Wisdom teeth removal is a common surgical procedure carried out by oral surgeons and dentists. As with any form of surgery, it carries some risks, but fortunately they are quite small.
THE BEST TREATMENT
- Rest and allow your body to recover (Avoid heavy exercise for at least 24 hours)
- Do not rinse out with mouthwashes or salty water to clear the blood taste from your mouth. You risk washing away the blood clots.
- Do not smoke for 1 week before or after surgery. Or at least reduce the amount you smoke.
- Eat properly. You may not feel like eating but your body needs food to help you recover. Avoid hard brittle foods for a couple of days.
- Avoid alcohol for at least 48 hours.
- Try to reduce the strength and quantity of the painkillers you take. They do make you nauseous.
The risks from surgery to remove wisdom teeth include:
- Stiffness in the jaw
- Dry socket – also known as alveolar osteitis
- Numbness and partial numbness – this can result from temporary or permanent nerve damage
- Infection – you should visit your dentist if you think that the extraction site has become infected.
- Bleeding (hemorrhage) – also visit your dentist if you are bleeding heavily at the site of extraction
- Nausea and upset stomach
- Sinus problems
Pain varies depending on the difficulty of your extractions. Advice will be given as to which pain killers to take and processes which may help reduce discomfort.
Generally panadiene and/or ibuprofen will relieve your discomfort. If stronger pain is expected a script will be given for a suitable pain killer. Please contact me if the pain relief is not adequate.
Swelling usually occurs after dental extractions. An anti inflammatory (dexamethazone) will be given if a lot of swelling is expected. Swelling normally peaks in 3 days. Use ice packs as frequently as possible for 48 hours.
A frozen packet of peas wrapped in a tea towel makes for a good temporary icepack. The hospitals will normally allow you to take an ice pack home with you.
Stiffness in the jaw
Bleeding or oedema (fluid from swelling) can cause restriction in your jaw opening. This is transient and your movement will normally improve as your swelling subsides.
Ice packs for 48 hours helps and then gentle movement of the jaw gets your muscles moving again.
If you do bleed into the surrounding tissue the stiffness may last longer as the blood clot takes time to resolve. As your swelling reduces you may develop a bruise about 1 cm from the corner of your mouth, it will resolve in a few days.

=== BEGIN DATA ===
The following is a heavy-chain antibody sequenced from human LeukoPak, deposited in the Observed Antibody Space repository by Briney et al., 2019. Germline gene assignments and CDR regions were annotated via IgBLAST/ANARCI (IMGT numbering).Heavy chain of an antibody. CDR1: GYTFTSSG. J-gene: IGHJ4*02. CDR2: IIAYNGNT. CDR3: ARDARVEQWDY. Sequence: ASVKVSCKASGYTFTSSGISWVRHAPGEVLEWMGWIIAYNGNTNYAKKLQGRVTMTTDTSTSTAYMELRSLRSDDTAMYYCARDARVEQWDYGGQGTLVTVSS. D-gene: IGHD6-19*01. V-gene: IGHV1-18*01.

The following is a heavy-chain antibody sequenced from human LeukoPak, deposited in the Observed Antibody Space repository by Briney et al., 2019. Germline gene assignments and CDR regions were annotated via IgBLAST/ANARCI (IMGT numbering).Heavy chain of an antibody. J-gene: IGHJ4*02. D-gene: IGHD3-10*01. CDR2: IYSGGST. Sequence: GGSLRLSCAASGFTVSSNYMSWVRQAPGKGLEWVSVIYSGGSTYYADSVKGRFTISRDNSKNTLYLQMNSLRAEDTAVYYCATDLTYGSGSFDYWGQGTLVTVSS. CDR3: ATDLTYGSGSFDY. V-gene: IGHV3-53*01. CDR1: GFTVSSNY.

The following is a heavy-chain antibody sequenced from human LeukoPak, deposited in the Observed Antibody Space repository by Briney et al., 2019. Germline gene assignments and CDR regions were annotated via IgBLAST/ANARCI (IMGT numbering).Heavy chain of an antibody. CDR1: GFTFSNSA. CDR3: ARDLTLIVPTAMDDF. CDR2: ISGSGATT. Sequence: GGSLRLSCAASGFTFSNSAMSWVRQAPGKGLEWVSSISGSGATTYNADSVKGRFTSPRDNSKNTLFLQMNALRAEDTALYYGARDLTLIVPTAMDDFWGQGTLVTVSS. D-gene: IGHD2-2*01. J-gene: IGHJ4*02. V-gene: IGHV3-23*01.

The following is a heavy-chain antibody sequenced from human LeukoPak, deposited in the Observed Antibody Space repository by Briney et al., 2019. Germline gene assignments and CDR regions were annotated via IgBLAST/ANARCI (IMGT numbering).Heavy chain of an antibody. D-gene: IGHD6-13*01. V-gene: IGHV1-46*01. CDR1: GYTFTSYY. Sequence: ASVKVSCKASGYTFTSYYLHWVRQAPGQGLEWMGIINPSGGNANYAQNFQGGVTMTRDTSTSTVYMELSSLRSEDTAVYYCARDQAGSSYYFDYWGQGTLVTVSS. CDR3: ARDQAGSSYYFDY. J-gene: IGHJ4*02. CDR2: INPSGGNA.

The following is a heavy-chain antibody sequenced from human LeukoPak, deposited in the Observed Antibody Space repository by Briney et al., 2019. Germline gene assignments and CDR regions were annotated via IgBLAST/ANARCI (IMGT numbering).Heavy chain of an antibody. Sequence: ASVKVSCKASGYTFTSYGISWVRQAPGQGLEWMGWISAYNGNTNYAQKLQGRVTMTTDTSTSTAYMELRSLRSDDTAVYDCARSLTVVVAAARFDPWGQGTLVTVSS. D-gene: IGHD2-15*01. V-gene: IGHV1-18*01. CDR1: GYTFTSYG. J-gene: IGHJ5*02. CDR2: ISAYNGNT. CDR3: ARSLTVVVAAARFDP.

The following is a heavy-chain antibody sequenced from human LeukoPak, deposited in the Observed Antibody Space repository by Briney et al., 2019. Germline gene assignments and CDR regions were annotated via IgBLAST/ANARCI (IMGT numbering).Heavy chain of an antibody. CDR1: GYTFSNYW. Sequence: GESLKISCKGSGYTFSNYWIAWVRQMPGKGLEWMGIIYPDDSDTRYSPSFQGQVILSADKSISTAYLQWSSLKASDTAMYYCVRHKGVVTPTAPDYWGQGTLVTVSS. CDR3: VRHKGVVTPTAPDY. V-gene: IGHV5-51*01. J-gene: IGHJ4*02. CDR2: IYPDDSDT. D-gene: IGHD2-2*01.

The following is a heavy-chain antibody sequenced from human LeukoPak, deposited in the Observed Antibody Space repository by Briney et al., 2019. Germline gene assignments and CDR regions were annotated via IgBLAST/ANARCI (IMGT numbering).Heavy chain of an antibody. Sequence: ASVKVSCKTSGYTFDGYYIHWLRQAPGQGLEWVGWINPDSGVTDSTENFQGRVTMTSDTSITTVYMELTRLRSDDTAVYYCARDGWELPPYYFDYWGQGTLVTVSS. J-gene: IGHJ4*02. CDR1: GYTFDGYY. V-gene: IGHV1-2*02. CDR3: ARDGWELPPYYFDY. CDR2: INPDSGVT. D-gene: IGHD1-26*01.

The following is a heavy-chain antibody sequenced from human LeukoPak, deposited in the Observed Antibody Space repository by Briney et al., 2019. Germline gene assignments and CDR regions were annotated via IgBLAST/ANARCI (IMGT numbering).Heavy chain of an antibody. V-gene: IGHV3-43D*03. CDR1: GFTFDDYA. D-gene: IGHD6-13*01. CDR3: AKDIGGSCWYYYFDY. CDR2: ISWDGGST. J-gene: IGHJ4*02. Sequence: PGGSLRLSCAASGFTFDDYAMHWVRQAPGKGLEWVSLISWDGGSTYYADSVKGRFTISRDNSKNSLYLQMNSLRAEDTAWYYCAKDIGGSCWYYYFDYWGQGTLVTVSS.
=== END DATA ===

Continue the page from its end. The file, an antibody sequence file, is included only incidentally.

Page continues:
Dry socket (alveolar osteitis) is one of the most common complications of wisdom tooth removal. It occurs when a blood clot fails to develop in the tooth socket, or if the blood clot becomes dislodged or disappears. This can happen three to five days after surgery.
Also called Localized Alveolitis, dry socket occurs in 5% non smokers, 20% smokers. Refrain from smoking, using straws and spitting for 72 hours after the procedure.
If you do develop a “dry socket” it may need a socket dressing to relive the pain. Please contact me if you suspect you have a problem.
Dry socket is a localised infection and is more common than a generalised infection. If you develop a fever, an unexpected swelling or a swelling greater than 5 days postoperatively you may have a generalised infection. Please call me.
Numbness and partial numbness
A small number of patients who have their wisdom tooth removed are affected by numbness and partial numbness due to nerve damage. This can occur when the nerves closest to the root of the tooth are bruised or damaged during surgery. There may be a temporary loss of feeling to the front of your tongue, lower lip or the side of your mouth where the tooth was removed. This could mean that you can’t feel pain, touch or a change in temperature in this area.
Typically resolves after 24 hours from the local anaesthesia
Extraction induced numbness:
90% resolve in 6-8 weeks, 95% resolve within 6 months, 5% can be permanent
Please ensure you tell me all the drugs and medications including herbal remedies you are taking. Many medicines can affect your bleeding time.
Seepage is normal for the first 48 hours. Blood mixed with your saliva can appear as if you are bleeding excessively. Try not to spend a lot of time spitting and rinsing out the blood and saliva, it will only encourage further seepage.
It is suggested to place an old pillowslip or towel on your pillow for the first night as you will dribble while your mouth is numb.
Excessive bleeding – This is rare and can be caused by too much exertion or by vomiting. It can be stopped by placing gauze over the site and applying pressure by biting gently on the gauze for 20 to 30 minutes.
If severe bleeding does not stop, contact me or the hospital emergency department.
Nausea and upset stomach
Many people will feel nauseous postoperatively. This is not unusual.
If you are nauseous after the first day it is usually because you have not eaten properly.
Consider that you had nothing to eat before the anaesthetic, you have been taking painkillers and antibiotics and you have been swallowing blood, it is no wonder your stomach is feeling fragile.
Please eat something so your stomach can resume normal activity. If you are vomiting up whatever you eat I suggest you try a can of soft drink, drink half the can and wait 20 minutes then drink the other half even if the first half has come back and then rest for 30 minutes. It may help, then start eating small quantities of soft food.
The roots of the upper wisdom teeth are close to the sinuses. In some cases, a sinus may be opened when a wisdom tooth is removed. The opening will usually heal quickly without infection. However, if an infection occurs or other problems start, more treatment may be necessary. It is suggested that you do not blow your nose repeatedly or strongly for the first 24 hours.